In the last post discussed four Mexican-American War trophies at the U.S. Navy Yard. There are several other artifacts from that war scattered about the nation’s capital. One is on display at Fort McNair’s flagpole.
The gun matches the form of the Navy Yard’s Spanish guns with the same moldings and profile. Again, typical Spanish adaption of the Gribeauval pattern.
My on-site notes and measurements leads me to identify this as a 4-pdr (but I may be off on the bore diameter). The seal of King Charles IV is on the first reinforce. Weathered somewhat, the base ring indicates this gun was cast at Seville in 1789. And following Spanish custom, the gun was assigned a name.
However the lettering in the scroll is difficult to read today.
The plaque next to the cannon indicates the U.S. Army captured the piece during the war with Mexico, but offers no further details.
Where the Army’s trophy gun differs is at the muzzle. Six rather deep, well-formed groves. The form reminds me of the Austrian rifled cannon (mentioned in a previous post) on display at the Navy Yard. But the rifling pattern is not a “fingerprint” for weapon identification.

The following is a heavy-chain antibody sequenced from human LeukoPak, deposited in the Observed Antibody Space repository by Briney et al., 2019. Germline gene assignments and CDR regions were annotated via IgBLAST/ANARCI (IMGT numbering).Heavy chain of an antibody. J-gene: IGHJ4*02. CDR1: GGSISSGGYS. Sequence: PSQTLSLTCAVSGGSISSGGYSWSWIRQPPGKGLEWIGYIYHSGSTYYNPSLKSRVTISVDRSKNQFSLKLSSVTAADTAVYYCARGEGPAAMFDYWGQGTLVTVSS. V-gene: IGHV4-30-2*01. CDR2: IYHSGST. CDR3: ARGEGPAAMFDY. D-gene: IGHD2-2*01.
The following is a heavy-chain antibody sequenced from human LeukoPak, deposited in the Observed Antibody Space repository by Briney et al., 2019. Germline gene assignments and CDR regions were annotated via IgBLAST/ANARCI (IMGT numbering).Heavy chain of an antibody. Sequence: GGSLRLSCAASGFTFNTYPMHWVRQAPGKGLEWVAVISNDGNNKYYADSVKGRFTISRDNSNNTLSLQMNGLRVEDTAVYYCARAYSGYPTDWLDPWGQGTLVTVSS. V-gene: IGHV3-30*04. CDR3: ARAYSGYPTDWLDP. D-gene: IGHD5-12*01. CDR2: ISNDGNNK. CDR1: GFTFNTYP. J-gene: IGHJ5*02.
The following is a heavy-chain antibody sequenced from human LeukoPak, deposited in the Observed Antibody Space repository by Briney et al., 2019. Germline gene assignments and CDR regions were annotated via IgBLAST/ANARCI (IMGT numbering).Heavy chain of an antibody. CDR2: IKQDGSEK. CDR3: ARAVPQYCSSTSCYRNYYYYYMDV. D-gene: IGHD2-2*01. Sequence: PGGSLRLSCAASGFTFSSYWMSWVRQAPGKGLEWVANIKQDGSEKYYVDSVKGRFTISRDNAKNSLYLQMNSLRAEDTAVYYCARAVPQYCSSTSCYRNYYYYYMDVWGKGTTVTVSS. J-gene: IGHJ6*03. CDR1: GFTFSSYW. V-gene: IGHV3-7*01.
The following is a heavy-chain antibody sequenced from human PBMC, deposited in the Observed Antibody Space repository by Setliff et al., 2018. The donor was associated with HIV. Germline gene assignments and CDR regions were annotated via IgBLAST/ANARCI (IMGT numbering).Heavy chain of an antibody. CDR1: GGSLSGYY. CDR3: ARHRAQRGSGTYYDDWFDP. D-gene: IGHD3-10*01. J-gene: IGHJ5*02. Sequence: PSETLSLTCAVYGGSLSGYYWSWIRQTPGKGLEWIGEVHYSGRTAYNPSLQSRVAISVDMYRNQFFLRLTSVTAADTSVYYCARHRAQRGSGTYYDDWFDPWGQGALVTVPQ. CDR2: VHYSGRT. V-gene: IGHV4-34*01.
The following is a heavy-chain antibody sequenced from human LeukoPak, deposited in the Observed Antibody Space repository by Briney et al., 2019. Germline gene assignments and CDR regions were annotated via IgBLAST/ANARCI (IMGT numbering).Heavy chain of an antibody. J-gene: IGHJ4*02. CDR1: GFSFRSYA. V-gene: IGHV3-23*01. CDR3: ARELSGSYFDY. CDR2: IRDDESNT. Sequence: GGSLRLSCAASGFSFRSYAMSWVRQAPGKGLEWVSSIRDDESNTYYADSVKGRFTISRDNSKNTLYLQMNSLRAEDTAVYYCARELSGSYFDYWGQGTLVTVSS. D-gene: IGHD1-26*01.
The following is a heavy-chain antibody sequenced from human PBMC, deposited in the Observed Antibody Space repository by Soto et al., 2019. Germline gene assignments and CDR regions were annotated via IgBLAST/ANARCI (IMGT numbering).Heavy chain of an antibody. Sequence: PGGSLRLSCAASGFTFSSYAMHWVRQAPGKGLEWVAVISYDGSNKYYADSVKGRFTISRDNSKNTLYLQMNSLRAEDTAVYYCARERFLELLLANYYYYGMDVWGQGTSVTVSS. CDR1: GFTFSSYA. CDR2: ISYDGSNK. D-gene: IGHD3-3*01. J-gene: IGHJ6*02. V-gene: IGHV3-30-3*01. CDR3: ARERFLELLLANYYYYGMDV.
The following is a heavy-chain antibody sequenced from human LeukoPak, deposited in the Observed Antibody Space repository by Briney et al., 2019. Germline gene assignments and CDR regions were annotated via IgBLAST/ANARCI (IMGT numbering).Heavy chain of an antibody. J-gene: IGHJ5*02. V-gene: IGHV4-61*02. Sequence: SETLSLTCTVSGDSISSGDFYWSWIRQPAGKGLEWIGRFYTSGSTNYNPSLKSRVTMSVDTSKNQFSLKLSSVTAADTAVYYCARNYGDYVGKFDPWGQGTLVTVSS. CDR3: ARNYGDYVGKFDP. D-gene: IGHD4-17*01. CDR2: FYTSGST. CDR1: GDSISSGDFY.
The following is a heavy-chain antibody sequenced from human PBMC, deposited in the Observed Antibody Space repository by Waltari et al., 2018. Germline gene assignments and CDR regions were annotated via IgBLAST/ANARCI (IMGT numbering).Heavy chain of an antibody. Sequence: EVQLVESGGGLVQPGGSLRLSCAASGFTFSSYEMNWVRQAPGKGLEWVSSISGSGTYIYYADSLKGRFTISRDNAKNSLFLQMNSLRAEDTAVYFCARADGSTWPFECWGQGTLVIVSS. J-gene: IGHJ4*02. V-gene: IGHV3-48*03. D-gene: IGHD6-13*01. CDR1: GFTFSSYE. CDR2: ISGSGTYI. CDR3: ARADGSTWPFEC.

So who rifled this gun? Assuming the plaque next to the gun is correct, there are a few possibilities. (SEE UPDATE)
Was this an early experiment by the Spanish? In the decades of Spanish decline, particularly during the Napoleonic era, the country was not at the fore of weapons development. And for such an experiment to find its way to Mexico (assuming the plaque is correct) is unlikely.
Perhaps a Mexican modification? If so, I would expect to see references throughout the contemporary discussions of U.S. ordnance personnel. Instead all references to rifled cannon are in regard to domestic or European experiments.
Maybe another European source? Unlikely. As mentioned, by all indications the gun was captured as a smoothbore in 1848. Why would the new owners send it back across the Atlantic for testing?
So was it an American experiment? This sounds most plausible. In the 1850s ordnance officers and other parties modified bronze guns during their efforts to reach the best design for rifled cannon. A few of the old rifled 6-pdr field guns have 6 groove rifling. But most survivors have more, and shallower, grooves. Indeed the depth of the grooves on the Spanish gun is such that standard Civil War era projectiles (James, Parrott, Shenkl, or Hotchkiss) would not work. My guess is this rifled gun was designed for “studded” or “flanged” projectiles, a form used in limited quantities on both sides of the Atlantic.
Maybe the Army used this old gun, which was otherwise only good for adorning the parade field, for a few experiments. If so, the records of the test are unknown to this researcher.
And this gun remains silent, offering no further details, of what may be an interesting story.